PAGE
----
VOAProp was written to satisfy my needs for a program that would show me what propagation should be like on a particular day on a particular band. It was developed from HFProp, my first attempt at such a program, which used very old and simplified propagation models designed to run on the slow personal computers of the 1980s. VOAProp uses VOACAP, a propagation model developed over 50 years by the US Navy Research Laboratory and the Institute of Telecommunications Sciences, with sponsorship from Voice of America. Calibrated over many years, using reception reports from thousands of Voice of America short wave listeners, it is probably the most accurate HF propagation model available. However, it suffers from an awkward and cumbersome user interface. Now that computers are much faster, it has become possible to run the VOACAP model interactively to produce propagation maps and charts at the click of a mouse, as HFProp did.
The VOACAP model is calibrated using the smoothed sunspot number, which is a 13-month rolling average centered on the month in question. The SSN for the current month and the months ahead can't possibly be known, so predicted values are used. It should be evident from this that VOACAP - and consequently VOAProp - cannot forecast the exact propagation on a given date. Instead, it shows the typical expected propagation under the conditions given. The real propagation may be better, or worse, than shown. As a rule of thumb, so experts say, the maximum operating frequency on any given day may vary by +/- 15% of the average predicted for that month. This can have a significant effect on the DX workable at that time. When conditions are above average, signals may be propagated further by one or two extra ionospheric hops. When they are below average, signals may not reach as far as shown, and a band that is shown as open to a few areas may be closed altogether.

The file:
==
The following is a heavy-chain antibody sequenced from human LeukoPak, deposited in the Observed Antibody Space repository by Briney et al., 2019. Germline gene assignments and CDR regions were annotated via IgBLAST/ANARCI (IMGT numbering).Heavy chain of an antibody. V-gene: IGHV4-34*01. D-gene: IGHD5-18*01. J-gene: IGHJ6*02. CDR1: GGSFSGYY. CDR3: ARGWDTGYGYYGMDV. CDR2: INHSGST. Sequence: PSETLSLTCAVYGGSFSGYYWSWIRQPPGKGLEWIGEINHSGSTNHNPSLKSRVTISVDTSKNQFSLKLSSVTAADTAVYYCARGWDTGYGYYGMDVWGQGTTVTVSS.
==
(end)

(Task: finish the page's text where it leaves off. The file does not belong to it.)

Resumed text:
It is important to understand, therefore, that VOAProp can only give a general indication of the conditions that may be expected. The VOACAP model doesn't take any account of how conditions change day-to-day in reaction to dynamic changes in solar weather. These changes are reflected (though only partially) in the values for 10.7cm solar flux, A index and K index. These indices, broadcast regularly by WWV, are used by VOAProp only to give a general assessment of what actual conditions may be like, relative to the average predicted propagation. VOACAP does not use these solar indices in any way, and therefore they have no effect on the propagation plotted on the map.
The last version of VOAProp is 1.1. If you have an earlier copy then please download the latest version.
Please note that VOAProp is made available without any warranty or support. I now use Linux in my radio shack and no longer have the tools used to create VOAProp so there will be no further development of this program.